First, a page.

An Unstable Frontier The Insecurity Of The Farmers


The frontier confl ict was not only a struggle between white and black farmers over land, labour and cattle. There was a third party: British military offi cers, merchants and speculators out to make money. This painting of the Grahamstown market shows traders buying and selling hides and horns.

It was not only the Xhosa who suffered from lack of security, but the frontier farmers as well. After the war of 1819 the government created Grahamstown and Somerset as new districts, but it did not station a strong police or military force on the frontier. Several large regions, for instance Tarka, were virtually without any defence. The government nevertheless steadily increased the restrictions on the burghers acting against raiders.

Ordinance 9 of 1825 curtailed the right of colonists to fire on persons suspected of being vagrants, deserters or escaped convicts. Commandos were only allowed to pursue and recover stolen cattle if they were still in sight. In 1828 Attorney-General A. Oliphant wrote: ‘In no case should deadly weapons be used until all other means have proved abortive . . . Patience and forbearance . . . surely ought always to be exercised when the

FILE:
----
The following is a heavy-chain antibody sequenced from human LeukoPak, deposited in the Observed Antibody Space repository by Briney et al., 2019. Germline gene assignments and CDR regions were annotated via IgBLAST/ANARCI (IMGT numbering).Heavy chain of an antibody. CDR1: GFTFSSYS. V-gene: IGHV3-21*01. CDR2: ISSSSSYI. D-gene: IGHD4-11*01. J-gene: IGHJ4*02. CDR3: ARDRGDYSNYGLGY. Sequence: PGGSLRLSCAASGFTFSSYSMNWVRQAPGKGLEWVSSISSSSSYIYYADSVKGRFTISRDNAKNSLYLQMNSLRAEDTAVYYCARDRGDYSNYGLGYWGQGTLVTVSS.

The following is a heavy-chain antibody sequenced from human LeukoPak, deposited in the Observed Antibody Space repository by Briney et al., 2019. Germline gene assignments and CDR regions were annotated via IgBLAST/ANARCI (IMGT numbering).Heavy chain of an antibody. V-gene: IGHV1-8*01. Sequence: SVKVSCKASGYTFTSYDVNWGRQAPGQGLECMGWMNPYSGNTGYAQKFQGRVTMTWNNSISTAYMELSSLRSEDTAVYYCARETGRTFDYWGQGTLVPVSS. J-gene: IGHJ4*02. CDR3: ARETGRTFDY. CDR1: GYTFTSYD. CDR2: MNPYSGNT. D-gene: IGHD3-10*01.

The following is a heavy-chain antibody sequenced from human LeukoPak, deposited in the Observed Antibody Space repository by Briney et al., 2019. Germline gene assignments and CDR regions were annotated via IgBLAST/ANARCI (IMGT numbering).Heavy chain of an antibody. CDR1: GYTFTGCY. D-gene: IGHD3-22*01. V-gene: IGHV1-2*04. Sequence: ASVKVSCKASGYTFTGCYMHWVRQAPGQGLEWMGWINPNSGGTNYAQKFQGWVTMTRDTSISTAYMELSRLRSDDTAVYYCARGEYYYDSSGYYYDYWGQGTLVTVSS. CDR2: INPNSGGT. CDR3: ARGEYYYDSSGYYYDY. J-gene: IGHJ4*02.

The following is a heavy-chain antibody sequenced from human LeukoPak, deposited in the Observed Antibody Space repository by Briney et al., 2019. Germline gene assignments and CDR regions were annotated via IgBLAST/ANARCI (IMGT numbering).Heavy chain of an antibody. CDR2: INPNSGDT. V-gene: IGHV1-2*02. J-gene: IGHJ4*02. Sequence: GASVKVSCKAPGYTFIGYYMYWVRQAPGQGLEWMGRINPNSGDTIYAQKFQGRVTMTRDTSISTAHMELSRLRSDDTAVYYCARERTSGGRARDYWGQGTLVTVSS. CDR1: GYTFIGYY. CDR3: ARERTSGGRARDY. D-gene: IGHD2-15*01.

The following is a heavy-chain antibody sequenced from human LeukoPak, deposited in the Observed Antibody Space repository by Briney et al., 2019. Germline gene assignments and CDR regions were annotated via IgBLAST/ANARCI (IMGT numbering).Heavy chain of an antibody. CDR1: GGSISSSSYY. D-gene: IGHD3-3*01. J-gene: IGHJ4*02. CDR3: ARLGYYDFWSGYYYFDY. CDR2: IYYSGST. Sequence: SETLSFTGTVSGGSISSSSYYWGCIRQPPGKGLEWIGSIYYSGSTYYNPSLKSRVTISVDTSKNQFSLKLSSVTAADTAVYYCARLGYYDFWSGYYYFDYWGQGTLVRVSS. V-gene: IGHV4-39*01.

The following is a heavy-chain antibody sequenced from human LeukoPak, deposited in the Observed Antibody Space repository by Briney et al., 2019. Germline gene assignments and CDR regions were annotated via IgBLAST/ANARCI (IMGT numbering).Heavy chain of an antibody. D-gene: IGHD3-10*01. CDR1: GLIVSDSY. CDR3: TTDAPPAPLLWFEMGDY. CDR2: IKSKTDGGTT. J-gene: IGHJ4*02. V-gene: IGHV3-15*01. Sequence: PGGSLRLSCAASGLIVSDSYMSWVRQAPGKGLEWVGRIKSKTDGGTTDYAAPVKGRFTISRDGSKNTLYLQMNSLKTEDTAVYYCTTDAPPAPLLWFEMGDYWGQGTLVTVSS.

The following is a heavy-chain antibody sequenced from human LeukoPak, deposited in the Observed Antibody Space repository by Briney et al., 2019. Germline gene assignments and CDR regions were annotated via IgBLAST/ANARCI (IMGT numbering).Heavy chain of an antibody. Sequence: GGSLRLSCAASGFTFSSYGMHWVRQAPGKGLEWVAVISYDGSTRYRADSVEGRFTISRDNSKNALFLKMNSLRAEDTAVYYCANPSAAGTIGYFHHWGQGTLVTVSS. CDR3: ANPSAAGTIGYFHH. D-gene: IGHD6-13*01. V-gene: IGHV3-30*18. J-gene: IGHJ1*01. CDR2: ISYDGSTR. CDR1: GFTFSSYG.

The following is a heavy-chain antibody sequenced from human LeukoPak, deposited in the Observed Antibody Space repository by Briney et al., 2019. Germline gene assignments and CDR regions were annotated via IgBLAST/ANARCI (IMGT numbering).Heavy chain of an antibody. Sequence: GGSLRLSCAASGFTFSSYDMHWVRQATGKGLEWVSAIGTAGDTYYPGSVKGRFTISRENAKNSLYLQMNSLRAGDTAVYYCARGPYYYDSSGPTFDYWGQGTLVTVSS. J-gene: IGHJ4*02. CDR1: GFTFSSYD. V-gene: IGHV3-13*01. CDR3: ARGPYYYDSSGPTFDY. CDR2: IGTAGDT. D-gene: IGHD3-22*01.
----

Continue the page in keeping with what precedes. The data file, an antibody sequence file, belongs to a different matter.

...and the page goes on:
life of a fellow creature is at stake.’

Stockenstrom believed that military force should be used sparingly and only when absolutely necessary. At the same time he felt it was of overriding importance to leave the Xhosa in no doubt about the government’s resolve to defend the colony and to punish stock theft. By the end of the 1820s he expressed concern that government policy had swung from great severity to ‘sacrificing the safety of [His Majesty’s] subjects’ and ‘paralysing their efforts to defend their lives and property’.

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